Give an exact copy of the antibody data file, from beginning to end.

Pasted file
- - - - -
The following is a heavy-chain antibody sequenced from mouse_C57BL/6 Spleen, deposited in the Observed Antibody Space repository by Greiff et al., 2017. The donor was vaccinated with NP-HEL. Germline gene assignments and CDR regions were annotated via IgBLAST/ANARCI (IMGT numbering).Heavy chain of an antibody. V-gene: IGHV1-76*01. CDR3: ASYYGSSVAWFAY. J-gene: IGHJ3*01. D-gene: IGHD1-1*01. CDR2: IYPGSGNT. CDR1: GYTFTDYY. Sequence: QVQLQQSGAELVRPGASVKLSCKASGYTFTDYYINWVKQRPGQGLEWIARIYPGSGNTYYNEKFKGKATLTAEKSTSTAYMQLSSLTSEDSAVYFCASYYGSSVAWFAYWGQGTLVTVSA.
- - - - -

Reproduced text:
The following is a heavy-chain antibody sequenced from mouse_C57BL/6 Spleen, deposited in the Observed Antibody Space repository by Greiff et al., 2017. The donor was vaccinated with NP-HEL. Germline gene assignments and CDR regions were annotated via IgBLAST/ANARCI (IMGT numbering).Heavy chain of an antibody. V-gene: IGHV1-76*01. CDR3: ASYYGSSVAWFAY. J-gene: IGHJ3*01. D-gene: IGHD1-1*01. CDR2: IYPGSGNT. CDR1: GYTFTDYY. Sequence: QVQLQQSGAELVRPGASVKLSCKASGYTFTDYYINWVKQRPGQGLEWIARIYPGSGNTYYNEKFKGKATLTAEKSTSTAYMQLSSLTSEDSAVYFCASYYGSSVAWFAYWGQGTLVTVSA.